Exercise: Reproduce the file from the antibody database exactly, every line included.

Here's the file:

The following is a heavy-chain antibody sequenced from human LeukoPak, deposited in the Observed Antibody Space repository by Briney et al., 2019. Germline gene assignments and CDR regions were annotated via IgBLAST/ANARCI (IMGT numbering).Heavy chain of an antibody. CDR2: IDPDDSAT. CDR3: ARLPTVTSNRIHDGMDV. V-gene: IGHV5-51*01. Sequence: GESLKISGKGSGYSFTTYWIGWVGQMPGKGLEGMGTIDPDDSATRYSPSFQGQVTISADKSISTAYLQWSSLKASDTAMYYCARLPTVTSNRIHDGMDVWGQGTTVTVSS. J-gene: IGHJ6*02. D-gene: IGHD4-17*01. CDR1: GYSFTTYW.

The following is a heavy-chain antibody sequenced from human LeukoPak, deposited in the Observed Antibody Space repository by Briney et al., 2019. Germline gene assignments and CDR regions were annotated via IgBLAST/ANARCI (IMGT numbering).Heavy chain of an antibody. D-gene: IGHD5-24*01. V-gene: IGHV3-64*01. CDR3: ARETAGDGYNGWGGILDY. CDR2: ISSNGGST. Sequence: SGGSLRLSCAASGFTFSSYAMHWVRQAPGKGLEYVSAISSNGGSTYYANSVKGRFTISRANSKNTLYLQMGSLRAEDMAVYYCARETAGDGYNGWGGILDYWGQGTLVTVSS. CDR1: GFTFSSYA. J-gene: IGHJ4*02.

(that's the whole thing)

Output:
The following is a heavy-chain antibody sequenced from human LeukoPak, deposited in the Observed Antibody Space repository by Briney et al., 2019. Germline gene assignments and CDR regions were annotated via IgBLAST/ANARCI (IMGT numbering).Heavy chain of an antibody. CDR2: IDPDDSAT. CDR3: ARLPTVTSNRIHDGMDV. V-gene: IGHV5-51*01. Sequence: GESLKISGKGSGYSFTTYWIGWVGQMPGKGLEGMGTIDPDDSATRYSPSFQGQVTISADKSISTAYLQWSSLKASDTAMYYCARLPTVTSNRIHDGMDVWGQGTTVTVSS. J-gene: IGHJ6*02. D-gene: IGHD4-17*01. CDR1: GYSFTTYW.

The following is a heavy-chain antibody sequenced from human LeukoPak, deposited in the Observed Antibody Space repository by Briney et al., 2019. Germline gene assignments and CDR regions were annotated via IgBLAST/ANARCI (IMGT numbering).Heavy chain of an antibody. D-gene: IGHD5-24*01. V-gene: IGHV3-64*01. CDR3: ARETAGDGYNGWGGILDY. CDR2: ISSNGGST. Sequence: SGGSLRLSCAASGFTFSSYAMHWVRQAPGKGLEYVSAISSNGGSTYYANSVKGRFTISRANSKNTLYLQMGSLRAEDMAVYYCARETAGDGYNGWGGILDYWGQGTLVTVSS. CDR1: GFTFSSYA. J-gene: IGHJ4*02.